The Safety for All white paper, Patient and Healthcare Worker Safety – Two sides of the same coin, is published today by the Safety for All campaign, set up by the Safer Healthcare and Biosafety Network (SHBN), an independent forum focused on improving healthcare worker and patient safety, including Patient Safety Learning and the Association of British HealthTech Industries.

The white paper sets out the symbiotic relationship between healthcare worker safety and patient safety and that you cannot have one without the other. The pandemic has shone a light on the interconnection of these two issues, from the importance of effective infection control to ensuring healthcare professionals feel safe to speak up about incidents of unsafe care. This white paper makes the case for a new focus and priority for improvements in, and between, patient and healthcare worker safety to prevent safety incidents and deliver better outcomes for all.

Dean Russell MP, a member of the Health and Social Care Select Committee, said:

“The NHS estimates that there are 11,000 avoidable deaths in the UK each year due to patient safety incidents. We must look at the issue of patient safety holistically. If we can change our approach then then we can reduce the number of serious safety incidents. Also, if we ensure, in the transition back to normality following the pandemic, that the safety of healthcare workers is a priority this will also impact positively on patient safety.”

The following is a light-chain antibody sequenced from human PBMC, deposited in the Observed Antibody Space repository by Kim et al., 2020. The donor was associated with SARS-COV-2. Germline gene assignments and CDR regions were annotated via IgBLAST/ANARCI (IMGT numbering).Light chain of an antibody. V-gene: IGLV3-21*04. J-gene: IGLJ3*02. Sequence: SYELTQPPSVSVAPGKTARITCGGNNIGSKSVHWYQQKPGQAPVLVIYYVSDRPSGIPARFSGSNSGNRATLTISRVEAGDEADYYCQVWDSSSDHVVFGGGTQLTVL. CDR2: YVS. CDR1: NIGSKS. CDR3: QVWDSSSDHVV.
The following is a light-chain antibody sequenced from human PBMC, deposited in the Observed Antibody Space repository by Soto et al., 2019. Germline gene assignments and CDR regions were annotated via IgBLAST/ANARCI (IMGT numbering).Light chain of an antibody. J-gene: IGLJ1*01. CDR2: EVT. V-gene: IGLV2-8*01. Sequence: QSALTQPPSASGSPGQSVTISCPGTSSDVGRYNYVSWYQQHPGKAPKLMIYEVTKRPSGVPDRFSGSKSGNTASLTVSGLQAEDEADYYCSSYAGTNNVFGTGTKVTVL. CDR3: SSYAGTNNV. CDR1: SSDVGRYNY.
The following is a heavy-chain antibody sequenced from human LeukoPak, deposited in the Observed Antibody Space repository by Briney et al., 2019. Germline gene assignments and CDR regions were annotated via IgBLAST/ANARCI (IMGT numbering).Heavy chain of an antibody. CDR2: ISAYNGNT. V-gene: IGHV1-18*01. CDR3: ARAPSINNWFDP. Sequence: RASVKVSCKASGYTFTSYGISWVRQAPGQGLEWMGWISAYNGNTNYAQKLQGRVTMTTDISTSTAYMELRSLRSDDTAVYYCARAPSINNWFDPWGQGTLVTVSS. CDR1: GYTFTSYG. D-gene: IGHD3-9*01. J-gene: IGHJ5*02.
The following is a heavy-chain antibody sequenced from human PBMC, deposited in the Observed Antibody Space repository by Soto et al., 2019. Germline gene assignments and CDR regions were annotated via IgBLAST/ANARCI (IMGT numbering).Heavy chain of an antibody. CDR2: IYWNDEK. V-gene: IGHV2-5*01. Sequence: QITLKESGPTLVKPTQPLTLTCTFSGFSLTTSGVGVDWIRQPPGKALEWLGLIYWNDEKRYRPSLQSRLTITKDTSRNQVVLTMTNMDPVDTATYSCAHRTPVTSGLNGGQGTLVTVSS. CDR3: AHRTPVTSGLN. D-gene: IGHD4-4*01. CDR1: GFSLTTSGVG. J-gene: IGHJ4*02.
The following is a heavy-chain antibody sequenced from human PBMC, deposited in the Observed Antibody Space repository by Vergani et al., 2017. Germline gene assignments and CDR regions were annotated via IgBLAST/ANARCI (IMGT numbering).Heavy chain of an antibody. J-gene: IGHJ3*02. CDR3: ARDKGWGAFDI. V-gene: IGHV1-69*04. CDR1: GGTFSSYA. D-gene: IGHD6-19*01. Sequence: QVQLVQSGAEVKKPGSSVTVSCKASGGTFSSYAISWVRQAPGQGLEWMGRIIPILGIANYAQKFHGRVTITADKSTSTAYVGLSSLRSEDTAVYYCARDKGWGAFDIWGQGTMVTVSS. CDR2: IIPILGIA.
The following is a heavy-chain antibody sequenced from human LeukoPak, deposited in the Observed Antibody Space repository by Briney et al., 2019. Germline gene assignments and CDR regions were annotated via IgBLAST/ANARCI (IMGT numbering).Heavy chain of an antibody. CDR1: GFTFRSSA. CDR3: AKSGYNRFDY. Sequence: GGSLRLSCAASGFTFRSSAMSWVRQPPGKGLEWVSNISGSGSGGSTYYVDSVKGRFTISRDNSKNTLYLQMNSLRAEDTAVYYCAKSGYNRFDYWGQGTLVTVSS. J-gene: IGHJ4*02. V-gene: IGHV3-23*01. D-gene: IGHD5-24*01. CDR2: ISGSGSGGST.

Jonathan Hazan, chair of Patient Safety Learning, said:

“I welcome the publication of the Safety for All white paper with its focus on the relationship between patient safety and staff safety. At Patient Safety learning, we have always understood that improvements in one area reinforce safety in the other. We recognise that avoidable harm has complex causes and to address them, we must transform the system so that patient safety is core to the purpose of health and social care, not just one of many competing priorities. We are engaging with politicians, healthcare organisations, professionals and patients to push for the system-wide change which will result in the reduction of harm. Dean Russell and his colleagues in Parliament have a key role in improving safety and we look forward to working with them.”